On 4 January, a briefing from Exchange Chambers says that there has been considerable litigation in recent years over LPP, testing its boundaries. The briefing considers a High Court case involving disclosure of privileged material and what it says is an important decision around the “iniquity exception” in the context of allegations of breaches of statutory duties by a company director. It was alleged that the director had breached the duties by seeking to maintain sole personal control by such things as improperly removing a corporate shareholder from the register of members and denying that that it was in fact a shareholder, and allegedly forging letters of resignation of another director and resisting attempts to reinstate him. It is explained the “iniquity exception” applies in respect of documents which were created for the purpose of furthering a criminal or fraudulent purpose.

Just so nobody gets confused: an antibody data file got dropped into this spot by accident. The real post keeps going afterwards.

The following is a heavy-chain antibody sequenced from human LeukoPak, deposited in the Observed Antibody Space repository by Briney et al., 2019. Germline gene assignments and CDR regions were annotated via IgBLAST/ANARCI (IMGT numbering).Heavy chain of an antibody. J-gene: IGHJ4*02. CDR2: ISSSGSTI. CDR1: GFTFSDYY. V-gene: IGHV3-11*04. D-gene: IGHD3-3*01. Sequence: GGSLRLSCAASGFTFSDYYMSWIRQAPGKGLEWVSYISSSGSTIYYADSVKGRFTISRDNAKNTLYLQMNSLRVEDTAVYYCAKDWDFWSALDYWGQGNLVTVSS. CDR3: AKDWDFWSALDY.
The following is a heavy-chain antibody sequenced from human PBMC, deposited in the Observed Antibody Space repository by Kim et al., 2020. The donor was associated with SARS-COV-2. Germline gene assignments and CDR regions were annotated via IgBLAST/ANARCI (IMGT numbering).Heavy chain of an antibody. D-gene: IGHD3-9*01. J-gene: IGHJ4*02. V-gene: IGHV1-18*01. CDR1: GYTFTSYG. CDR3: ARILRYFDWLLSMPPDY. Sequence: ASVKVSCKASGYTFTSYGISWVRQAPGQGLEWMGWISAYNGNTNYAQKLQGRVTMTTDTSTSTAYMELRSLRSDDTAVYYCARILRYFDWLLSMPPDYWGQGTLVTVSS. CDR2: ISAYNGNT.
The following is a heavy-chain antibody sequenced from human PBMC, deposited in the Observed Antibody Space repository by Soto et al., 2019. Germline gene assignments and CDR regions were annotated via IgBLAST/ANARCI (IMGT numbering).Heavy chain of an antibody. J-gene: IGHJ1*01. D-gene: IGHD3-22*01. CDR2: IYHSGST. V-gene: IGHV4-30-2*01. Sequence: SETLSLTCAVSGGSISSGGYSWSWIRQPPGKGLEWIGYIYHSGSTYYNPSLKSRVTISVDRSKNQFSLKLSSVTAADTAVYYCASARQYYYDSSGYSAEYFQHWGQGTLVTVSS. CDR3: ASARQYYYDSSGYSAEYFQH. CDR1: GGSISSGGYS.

EU-UK TRADE: LIFE SCIENCES COMPANIES FACE DUAL REGIME
On 11 January, an article from Out-Law reported that additional regulatory hurdles now apply to manufacturers of medicines and medical devices that want to place products on both the EU and UK markets in spite of the recent agreement of a new EU-UK trade deal.
OVERVIEW OF THE LAW REGARDING ELECTRONIC TRANSACTIONS IN CERTAIN JURISDICTIONS
On 11 January, an article from Appleby provides in table format specific information about execution formalities and requirements for different types of documents. It covers Bermuda, BVI, Cayman Islands, Jersey, Guernsey, Isle of Man, Mauritius and Seychelles.
LIBYA AND NORTH AFRICA EMERGE AS COCAINE TRANSIT HUBS